Just a few years ago, Internal Revenue Service (IRS) audits of public school districts were something that school officials never heard about, but now we have seen several in Ohio. An IRS audit is time-consuming and stressful and can result in penalties. While there is nothing you can do to avoid an audit, keeping your office compliant with all relevant federal tax reporting obligations will help ease the pain and lead to a favorable resolution of the audit process.
Rules for 1099s
One area of increased concern is a school district’s responsibility to issue a Form 1099 to certain vendors. To properly identify the transactions that will require your school district to issue a Form 1099, there a few basic rules to keep in mind.
The general rule is that a public school district must issue a Form 1099 for transactions in which the aggregate payment equals or exceeds $600 and qualifies as one of the following: (1) salaries, wages, commissions, fees and other forms of compensation for services; (2) interest, rents, royalties, annuities, pensions and other gains, profits and income. There are, however, a number of important exceptions that limit the scope of the general rule. One exception, and perhaps the most obvious, is that school districts should not issue a Form 1099 to service providers that qualify as employees for federal tax purposes. Furthermore, a school district is not required to issue a Form 1099 when paying bills for merchandise, unless the merchandise is merely incidental to a service that is being provided to the school district. While these are the two most important exceptions, please note this is not an exhaustive list.
Outside of the basic rules on Form 1099 reporting, there are numerous other complications to consider. For example, where a school district uses a credit card to make a payment that would otherwise be subject to Form 1099 reporting, the school district generally will not have to issue a Form 1099. For a complete analysis of all the intricacies and exceptions surrounding section 6041 of the Internal Revenue Code (IRC) and Form 1099 reporting, please consult with your district’s legal counsel who regularly works on tax issues or your district’s tax advisor.
Audits of 403(b) and other retirement plans
Increased IRS audit activity on 403(b) and other school district retirement plans (including 457 plans, 401(a) plans and money purchase plans) is another issue for which school districts should be on high alert. In recent audits, the IRS has discovered school district 403(b) plans are not in compliance with IRC rules and regulations, leading to increased scrutiny.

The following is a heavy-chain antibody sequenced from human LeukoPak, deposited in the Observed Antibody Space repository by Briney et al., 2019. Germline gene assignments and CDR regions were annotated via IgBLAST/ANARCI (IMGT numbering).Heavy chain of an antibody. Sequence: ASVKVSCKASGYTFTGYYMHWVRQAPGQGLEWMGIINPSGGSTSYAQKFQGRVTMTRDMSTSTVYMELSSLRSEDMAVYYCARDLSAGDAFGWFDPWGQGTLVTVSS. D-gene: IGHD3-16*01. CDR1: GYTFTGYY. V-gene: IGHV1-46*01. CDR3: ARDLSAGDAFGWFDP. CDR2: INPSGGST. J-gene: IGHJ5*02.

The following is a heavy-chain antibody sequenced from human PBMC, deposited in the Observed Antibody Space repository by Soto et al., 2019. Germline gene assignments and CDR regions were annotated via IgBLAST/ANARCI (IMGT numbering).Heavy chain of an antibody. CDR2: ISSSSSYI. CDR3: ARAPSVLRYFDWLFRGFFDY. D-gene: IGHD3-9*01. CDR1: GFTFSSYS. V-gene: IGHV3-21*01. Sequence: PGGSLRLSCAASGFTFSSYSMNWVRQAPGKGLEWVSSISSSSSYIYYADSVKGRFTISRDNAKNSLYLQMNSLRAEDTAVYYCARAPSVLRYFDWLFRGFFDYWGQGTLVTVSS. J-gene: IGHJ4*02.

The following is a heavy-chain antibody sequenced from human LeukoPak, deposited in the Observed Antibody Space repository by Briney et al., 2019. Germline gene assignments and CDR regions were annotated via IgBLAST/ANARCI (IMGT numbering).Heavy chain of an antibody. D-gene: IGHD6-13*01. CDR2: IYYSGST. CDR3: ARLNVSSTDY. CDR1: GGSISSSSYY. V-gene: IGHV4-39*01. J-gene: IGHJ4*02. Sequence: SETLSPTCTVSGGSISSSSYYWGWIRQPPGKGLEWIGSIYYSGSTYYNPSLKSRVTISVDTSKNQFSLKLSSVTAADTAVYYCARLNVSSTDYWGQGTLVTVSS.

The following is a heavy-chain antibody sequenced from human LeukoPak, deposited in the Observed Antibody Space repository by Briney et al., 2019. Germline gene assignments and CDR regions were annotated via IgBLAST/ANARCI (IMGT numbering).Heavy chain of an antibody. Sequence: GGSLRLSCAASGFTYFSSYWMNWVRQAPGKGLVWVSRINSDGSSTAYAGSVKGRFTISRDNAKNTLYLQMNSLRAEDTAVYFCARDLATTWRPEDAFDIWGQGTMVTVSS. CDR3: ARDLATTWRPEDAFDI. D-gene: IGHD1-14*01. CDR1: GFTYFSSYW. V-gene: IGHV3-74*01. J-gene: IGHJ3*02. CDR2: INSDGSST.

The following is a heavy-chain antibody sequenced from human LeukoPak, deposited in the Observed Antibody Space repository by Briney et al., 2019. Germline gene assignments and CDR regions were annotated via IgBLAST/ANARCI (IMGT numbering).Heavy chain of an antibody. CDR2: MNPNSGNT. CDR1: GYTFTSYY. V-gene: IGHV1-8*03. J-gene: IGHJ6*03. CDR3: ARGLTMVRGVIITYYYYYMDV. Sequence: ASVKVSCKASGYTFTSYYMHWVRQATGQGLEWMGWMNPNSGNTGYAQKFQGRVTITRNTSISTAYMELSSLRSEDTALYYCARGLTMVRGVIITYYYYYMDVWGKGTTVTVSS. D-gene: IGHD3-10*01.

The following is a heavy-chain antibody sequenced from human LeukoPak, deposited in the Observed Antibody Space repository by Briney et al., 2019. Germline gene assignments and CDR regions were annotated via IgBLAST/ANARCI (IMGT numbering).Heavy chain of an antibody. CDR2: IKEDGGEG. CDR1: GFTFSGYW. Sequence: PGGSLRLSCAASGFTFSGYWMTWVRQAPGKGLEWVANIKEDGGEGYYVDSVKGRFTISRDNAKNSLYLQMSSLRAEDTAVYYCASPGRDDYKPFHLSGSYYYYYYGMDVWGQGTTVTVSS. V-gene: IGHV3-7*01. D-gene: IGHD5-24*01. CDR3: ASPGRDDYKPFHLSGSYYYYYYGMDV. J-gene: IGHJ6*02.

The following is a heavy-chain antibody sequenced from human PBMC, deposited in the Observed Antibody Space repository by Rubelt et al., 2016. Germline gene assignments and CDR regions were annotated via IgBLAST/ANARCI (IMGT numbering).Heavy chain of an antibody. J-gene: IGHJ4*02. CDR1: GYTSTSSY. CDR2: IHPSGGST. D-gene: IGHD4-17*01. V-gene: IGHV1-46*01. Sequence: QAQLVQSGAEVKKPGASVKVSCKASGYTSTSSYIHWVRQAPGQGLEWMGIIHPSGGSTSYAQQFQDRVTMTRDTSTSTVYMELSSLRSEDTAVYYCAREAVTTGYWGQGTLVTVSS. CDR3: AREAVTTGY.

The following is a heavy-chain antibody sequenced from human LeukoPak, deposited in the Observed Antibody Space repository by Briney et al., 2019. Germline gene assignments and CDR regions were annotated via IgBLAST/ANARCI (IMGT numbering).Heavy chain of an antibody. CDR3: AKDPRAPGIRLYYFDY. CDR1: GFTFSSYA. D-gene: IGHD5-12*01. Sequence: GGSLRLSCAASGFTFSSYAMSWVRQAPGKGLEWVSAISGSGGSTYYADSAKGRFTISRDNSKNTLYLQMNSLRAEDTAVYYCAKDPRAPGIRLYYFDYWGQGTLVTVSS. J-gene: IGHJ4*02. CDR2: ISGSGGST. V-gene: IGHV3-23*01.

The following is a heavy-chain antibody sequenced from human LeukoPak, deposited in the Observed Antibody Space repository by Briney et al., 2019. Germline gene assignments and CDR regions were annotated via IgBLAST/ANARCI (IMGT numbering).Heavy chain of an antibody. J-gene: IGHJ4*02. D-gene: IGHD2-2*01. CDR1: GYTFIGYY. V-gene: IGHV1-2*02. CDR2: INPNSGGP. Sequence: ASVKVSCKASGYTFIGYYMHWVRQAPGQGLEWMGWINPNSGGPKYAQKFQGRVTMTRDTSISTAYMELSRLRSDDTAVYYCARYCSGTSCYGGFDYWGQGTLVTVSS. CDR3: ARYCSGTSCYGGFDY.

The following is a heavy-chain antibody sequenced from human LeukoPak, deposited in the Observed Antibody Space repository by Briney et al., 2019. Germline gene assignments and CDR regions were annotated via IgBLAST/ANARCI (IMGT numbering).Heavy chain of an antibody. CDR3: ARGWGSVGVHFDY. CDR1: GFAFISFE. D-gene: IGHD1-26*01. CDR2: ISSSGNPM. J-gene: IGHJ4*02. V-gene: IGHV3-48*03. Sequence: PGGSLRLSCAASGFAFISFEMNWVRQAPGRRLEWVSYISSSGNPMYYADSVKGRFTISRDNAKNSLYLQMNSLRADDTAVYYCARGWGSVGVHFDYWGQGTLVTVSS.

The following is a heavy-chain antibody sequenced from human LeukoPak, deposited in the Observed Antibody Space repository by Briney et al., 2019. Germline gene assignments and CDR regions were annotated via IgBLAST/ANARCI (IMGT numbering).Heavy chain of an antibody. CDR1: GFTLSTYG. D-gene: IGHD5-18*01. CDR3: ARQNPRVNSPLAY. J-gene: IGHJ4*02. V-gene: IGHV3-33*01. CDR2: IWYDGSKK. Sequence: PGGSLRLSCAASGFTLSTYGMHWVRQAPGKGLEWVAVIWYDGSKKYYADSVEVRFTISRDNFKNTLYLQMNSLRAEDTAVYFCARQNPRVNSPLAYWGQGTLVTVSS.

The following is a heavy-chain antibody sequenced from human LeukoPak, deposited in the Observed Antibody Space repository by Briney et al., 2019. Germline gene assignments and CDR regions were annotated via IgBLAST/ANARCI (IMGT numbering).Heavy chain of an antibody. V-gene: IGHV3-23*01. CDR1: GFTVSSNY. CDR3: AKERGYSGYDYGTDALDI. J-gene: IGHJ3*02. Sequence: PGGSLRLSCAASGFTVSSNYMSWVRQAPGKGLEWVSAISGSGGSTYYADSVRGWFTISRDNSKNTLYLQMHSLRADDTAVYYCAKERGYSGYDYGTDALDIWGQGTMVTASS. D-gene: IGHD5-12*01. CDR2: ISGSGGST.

Two particular points of interest for the IRS are contributions in excess of IRC dollar limits (e.g., contributing $70,000 in a single year) and the contribution of accumulated but unused sick and vacation leave (and any other contributions such as performance incentives) at retirement. School districts need to be aware that small violations of IRC rules can lead to large tax and penalty consequences for both the school district and contributing employees.
For example, if a superintendent (or any employee) contributes unused sick or vacation leave to a plan incorrectly characterized as an “employer contribution” instead of an “elective deferral,” the contributing employee will be faced with double taxation, interest and penalties. Double taxation and interest alone can subject the contributing employee to paying over 80 percent of such earned amounts to the IRS, with additional penalties possible. The school district itself can face large penalties from the IRS in order to return its plans to IRC compliance (along with additional legal and accounting fees). Specific language detailing accumulated leave contributions must be in both employment contracts and plan documents. It is possible that the plan documents provided by plan administration vendors are lacking in such required language or that the language has not been modified to accurately reflect plan administration practices.
In addition, while retirement plan vendors should have controls in place to catch contributions in excess of IRC dollar limits, many do not carefully monitor the IRS limits, leaving school districts and employees with the burden of dealing with IRS penalties. We have seen instances in which a vendor permitted contributions for a single year that were more than double the IRC dollar limits without any red flags being raised or the school district being notified. During an IRS audit (which, initially, is typically for a single plan year), if the IRS discovers even a minor contribution error for a single employee/former employee, the IRS auditor will likely open up other years to audit as well. This expansion of the audit then leads to additional time for you and your staff dealing with auditor requests, which can lead to many more errors being discovered.
All documents regarding 403(b), 457 and any other retirement plan contributions, including employment contracts, board policies and the plan documents themselves, should be reviewed by counsel for IRC compliance. Past contributions should also be reviewed to determine whether any such contributions violated IRC limits.
The IRS may audit your school district’s 1099s, retirement plans, payroll withholdings, compliance with the Affordable Care Act (ACA) or other matters. Continued diligence on compliance and obtaining high-quality assistance on these matters will help you avoid a time-consuming and stressful audit.